Performing "theater style"

The other week I had to do a show without a mic. Doesn't happen too often, but it is interesting to me how it changes the dynamic of a set. You feel a lot more like you're doing theater. Things become more intimate and one-man showish. It humanizes you. Eye contact feels more real. The whole thing takes on a more conversational vibe rather than a one-way monologue.

You've also got to project more and amp things up so they can hear ya in the back. Subtle stuff just gets lost. Plus, you're not tethered. You can wander out into the audience and talk to people up close (that's true with wireless mic shows too) — something I enjoy doing. At this show, I wandered into the center of the crowd for half my set and definitely felt like people started locking more then.

Crowdwork doesn't work as well though because you lose your volume edge over audience members. That means it's more of a free-for-all. If you're interacting with random people in the crowd, it's nice to know you can out-volume them at least.

Don't get me wrong. I still prefer having a mic by plenty. But going without once in a while does give ya a different perspective. Also, if there's a situation where there's a mic that's cutting out or some other audio issue, it's nice to know you can just do it the old-fashioned way and get away with it. (Apparently PFT did this at a Moonworks show a couple of months ago which is pretty crazy since that room is enormous. Supposedly it went well. Woulda liked to have seen that.)


soce said...

Claudia Cogan was once hosting a show when the mic went out, and it gave her a chance to run and jump all over the stage, up the stairs and beyond. It was actually really funny!!!

I enjoy using wireless mics or adding instrumental portions to my music so that I have a chance to do a dance break and/or just roll around on the floor for a few seconds to mix things up.

myq said...

At Moonwork, the people are really listening though, so if that had to happen in a big room, that's the big room for it to happen in.

It's definitely two different experiences and skill sets though (both useful), I believe--adapting to a situation where you have to go from mic to no mic vs. going into a theatrical setting where you know there's no mic to begin with.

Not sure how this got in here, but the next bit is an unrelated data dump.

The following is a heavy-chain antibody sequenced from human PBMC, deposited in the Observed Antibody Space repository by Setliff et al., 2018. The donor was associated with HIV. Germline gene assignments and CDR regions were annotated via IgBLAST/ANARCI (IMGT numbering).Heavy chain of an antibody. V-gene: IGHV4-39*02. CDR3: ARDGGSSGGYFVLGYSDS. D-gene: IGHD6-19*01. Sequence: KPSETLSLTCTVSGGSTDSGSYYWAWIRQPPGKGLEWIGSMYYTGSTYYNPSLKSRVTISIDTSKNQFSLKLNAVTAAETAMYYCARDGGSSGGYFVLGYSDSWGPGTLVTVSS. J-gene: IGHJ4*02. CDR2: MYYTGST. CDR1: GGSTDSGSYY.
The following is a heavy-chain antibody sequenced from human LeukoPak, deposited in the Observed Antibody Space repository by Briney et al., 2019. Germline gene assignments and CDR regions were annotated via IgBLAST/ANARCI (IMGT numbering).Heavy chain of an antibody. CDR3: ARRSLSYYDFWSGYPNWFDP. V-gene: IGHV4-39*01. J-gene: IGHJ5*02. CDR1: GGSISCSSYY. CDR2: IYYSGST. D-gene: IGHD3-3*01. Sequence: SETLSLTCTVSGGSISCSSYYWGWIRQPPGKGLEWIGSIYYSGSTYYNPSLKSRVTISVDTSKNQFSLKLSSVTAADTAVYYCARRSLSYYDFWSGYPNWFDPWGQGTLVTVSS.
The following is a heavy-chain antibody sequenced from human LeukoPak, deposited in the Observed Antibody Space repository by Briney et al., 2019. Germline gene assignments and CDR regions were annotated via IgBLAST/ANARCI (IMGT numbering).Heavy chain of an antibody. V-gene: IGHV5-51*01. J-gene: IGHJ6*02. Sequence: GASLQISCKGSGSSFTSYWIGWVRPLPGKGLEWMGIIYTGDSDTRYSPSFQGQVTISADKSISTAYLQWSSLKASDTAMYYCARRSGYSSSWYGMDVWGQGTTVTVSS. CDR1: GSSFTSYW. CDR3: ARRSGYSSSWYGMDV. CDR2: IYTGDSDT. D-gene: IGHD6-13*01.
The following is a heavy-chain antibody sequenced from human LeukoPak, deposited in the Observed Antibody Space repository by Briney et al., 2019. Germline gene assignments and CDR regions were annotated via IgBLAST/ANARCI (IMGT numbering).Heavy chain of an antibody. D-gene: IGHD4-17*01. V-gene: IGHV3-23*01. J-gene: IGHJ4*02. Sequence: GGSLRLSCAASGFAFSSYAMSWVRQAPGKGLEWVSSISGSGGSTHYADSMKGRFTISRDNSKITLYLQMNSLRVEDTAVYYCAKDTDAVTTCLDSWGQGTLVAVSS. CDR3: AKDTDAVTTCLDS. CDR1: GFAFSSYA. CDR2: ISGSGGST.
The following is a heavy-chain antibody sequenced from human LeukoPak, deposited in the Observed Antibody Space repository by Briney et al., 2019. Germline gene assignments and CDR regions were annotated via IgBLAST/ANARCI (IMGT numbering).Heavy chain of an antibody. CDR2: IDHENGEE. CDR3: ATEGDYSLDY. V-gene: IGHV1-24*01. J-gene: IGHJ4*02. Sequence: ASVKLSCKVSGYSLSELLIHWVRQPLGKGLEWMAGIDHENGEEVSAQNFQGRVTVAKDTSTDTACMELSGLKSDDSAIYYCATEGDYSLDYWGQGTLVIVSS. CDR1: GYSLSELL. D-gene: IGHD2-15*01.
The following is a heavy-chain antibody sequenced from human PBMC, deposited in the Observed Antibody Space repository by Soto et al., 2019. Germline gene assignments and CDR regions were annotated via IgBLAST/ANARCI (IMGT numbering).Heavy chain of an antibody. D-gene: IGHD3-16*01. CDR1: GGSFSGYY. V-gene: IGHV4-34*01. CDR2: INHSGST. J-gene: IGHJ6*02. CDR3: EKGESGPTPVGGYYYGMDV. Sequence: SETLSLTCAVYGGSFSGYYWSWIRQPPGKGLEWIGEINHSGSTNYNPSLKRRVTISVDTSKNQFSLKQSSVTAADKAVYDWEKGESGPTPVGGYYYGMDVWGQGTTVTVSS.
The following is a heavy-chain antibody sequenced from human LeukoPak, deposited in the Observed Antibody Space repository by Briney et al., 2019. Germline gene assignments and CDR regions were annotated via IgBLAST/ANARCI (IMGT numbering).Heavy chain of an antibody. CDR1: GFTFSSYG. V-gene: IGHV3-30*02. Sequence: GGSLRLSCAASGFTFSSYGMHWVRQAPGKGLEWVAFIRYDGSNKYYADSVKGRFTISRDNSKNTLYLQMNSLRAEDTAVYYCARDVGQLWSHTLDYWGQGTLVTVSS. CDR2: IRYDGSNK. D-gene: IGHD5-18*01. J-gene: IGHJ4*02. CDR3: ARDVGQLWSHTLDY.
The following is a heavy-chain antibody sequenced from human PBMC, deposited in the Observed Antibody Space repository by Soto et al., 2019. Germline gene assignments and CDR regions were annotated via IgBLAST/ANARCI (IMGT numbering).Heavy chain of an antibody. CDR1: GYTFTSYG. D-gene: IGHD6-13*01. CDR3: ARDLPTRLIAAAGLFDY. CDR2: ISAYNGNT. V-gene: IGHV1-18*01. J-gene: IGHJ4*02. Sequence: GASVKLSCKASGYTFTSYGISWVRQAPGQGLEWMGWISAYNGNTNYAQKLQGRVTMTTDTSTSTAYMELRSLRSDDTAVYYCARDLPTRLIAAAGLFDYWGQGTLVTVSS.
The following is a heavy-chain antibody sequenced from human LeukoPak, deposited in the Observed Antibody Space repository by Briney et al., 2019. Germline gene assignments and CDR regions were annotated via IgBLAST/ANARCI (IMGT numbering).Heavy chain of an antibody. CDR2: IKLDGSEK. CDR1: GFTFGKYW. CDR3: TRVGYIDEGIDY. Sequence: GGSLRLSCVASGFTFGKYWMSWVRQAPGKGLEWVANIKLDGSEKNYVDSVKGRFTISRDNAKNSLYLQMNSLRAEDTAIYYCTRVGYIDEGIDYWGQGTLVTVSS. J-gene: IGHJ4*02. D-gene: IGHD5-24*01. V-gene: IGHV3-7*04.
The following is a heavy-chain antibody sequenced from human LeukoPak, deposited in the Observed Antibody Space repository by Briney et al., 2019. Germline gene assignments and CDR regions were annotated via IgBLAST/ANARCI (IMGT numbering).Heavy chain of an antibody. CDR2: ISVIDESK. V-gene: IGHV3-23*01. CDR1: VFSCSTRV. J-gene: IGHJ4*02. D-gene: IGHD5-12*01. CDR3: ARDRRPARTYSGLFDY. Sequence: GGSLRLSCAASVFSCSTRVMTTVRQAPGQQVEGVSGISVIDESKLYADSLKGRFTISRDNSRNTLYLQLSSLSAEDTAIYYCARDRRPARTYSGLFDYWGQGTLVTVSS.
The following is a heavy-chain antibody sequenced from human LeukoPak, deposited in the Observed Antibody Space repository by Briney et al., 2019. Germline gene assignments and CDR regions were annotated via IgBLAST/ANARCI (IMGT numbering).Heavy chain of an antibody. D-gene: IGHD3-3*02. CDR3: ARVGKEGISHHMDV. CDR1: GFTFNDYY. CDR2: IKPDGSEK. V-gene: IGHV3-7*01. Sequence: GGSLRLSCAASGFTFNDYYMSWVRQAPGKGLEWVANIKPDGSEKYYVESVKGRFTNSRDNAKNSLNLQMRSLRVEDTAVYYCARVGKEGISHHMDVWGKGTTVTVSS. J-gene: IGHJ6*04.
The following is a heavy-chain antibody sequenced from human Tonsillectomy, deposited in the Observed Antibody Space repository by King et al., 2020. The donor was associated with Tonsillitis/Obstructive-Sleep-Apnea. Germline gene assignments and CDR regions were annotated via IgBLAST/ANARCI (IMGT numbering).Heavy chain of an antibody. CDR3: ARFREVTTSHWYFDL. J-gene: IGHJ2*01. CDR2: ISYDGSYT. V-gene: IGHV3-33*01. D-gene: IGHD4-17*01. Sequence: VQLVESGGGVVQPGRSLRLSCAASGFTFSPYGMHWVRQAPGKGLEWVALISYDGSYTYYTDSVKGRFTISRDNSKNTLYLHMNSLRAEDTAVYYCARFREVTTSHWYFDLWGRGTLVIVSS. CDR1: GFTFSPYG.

In the former, if the show was going well, you usually have a lot of good will from the audience, on your side against the evil technology failing, that whatever you do, however you react, you should be able to have some fun and all be in on that unique experience together.

In the latter, it definitely can be fun to begin with, as long as the audience CAN hear you and IS wanting to.

In conclusion, because I've added very little to the conversation (stop being so thorough, Ruby), I'll add that I enjoy carrying a wireless mic throughout my regular life, where most of the time people don't have access to them, like at the bank or grocery store or post office or construction site. It's great for crowdwork...
e.g. "What do you do?" "I work at the bank/grocery store/post office/construction site."

OR on the flip side, I also do enjoy when I'm moving through life with no microphone (the usual), and all of a sudden a microphone kicks into gear and I wasn't expecting it. People are adaptable though, and they usually dig it.

Especially at the construction site.

Digging! It means two things!
Good night everybody!
(Somebody shut this Myq off.)

RG Daniels said...

I feel like doing a show without a mic is like having sex without a condom--you're probably gonna get AIDS afterwards.

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